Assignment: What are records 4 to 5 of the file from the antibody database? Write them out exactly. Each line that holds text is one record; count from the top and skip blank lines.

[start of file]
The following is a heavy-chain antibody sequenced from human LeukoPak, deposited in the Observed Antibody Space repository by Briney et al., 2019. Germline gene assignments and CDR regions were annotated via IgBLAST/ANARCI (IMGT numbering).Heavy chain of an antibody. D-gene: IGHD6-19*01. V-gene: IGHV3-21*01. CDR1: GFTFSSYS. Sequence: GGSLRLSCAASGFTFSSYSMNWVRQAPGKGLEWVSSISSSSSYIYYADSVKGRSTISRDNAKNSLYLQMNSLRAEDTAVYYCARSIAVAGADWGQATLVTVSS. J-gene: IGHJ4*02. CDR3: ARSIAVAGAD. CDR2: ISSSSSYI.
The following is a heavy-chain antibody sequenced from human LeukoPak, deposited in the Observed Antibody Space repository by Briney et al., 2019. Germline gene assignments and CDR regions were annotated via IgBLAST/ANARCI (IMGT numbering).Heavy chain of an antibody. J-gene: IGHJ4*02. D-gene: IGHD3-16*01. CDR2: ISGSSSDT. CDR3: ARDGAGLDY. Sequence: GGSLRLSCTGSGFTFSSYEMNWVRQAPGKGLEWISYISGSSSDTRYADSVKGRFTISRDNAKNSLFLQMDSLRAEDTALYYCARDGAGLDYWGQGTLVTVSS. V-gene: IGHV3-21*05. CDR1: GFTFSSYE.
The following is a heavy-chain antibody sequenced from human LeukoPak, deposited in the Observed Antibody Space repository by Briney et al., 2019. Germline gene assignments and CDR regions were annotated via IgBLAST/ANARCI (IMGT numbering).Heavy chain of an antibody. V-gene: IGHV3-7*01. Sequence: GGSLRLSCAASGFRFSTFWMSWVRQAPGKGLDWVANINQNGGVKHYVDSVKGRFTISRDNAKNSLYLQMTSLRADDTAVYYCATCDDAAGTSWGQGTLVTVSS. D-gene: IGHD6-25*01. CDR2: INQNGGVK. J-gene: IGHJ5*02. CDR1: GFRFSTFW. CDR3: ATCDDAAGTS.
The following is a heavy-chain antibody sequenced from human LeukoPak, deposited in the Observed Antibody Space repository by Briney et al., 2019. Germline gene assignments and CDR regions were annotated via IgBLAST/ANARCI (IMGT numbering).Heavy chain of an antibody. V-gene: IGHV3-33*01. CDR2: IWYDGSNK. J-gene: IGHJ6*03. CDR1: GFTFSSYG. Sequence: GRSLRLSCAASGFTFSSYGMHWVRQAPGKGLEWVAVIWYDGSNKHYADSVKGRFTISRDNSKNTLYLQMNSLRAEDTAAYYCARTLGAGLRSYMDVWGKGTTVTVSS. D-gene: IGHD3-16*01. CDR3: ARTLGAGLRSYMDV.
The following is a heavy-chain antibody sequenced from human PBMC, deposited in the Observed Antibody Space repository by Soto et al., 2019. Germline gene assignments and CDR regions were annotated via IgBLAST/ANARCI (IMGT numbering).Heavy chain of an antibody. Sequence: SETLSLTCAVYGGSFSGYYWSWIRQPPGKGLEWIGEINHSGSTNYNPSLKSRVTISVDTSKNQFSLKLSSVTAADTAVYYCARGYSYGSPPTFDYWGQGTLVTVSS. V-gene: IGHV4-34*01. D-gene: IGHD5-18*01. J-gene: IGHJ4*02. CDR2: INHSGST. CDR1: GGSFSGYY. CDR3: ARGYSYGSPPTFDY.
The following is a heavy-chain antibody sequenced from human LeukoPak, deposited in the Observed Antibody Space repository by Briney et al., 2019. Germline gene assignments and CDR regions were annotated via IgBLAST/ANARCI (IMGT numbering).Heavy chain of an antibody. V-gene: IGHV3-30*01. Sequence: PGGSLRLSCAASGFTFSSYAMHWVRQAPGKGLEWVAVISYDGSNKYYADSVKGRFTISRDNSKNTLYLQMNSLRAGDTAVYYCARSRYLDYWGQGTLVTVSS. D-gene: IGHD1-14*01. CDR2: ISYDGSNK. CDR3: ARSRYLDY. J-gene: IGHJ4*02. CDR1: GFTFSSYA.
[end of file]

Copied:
The following is a heavy-chain antibody sequenced from human LeukoPak, deposited in the Observed Antibody Space repository by Briney et al., 2019. Germline gene assignments and CDR regions were annotated via IgBLAST/ANARCI (IMGT numbering).Heavy chain of an antibody. V-gene: IGHV3-33*01. CDR2: IWYDGSNK. J-gene: IGHJ6*03. CDR1: GFTFSSYG. Sequence: GRSLRLSCAASGFTFSSYGMHWVRQAPGKGLEWVAVIWYDGSNKHYADSVKGRFTISRDNSKNTLYLQMNSLRAEDTAAYYCARTLGAGLRSYMDVWGKGTTVTVSS. D-gene: IGHD3-16*01. CDR3: ARTLGAGLRSYMDV.
The following is a heavy-chain antibody sequenced from human PBMC, deposited in the Observed Antibody Space repository by Soto et al., 2019. Germline gene assignments and CDR regions were annotated via IgBLAST/ANARCI (IMGT numbering).Heavy chain of an antibody. Sequence: SETLSLTCAVYGGSFSGYYWSWIRQPPGKGLEWIGEINHSGSTNYNPSLKSRVTISVDTSKNQFSLKLSSVTAADTAVYYCARGYSYGSPPTFDYWGQGTLVTVSS. V-gene: IGHV4-34*01. D-gene: IGHD5-18*01. J-gene: IGHJ4*02. CDR2: INHSGST. CDR1: GGSFSGYY. CDR3: ARGYSYGSPPTFDY.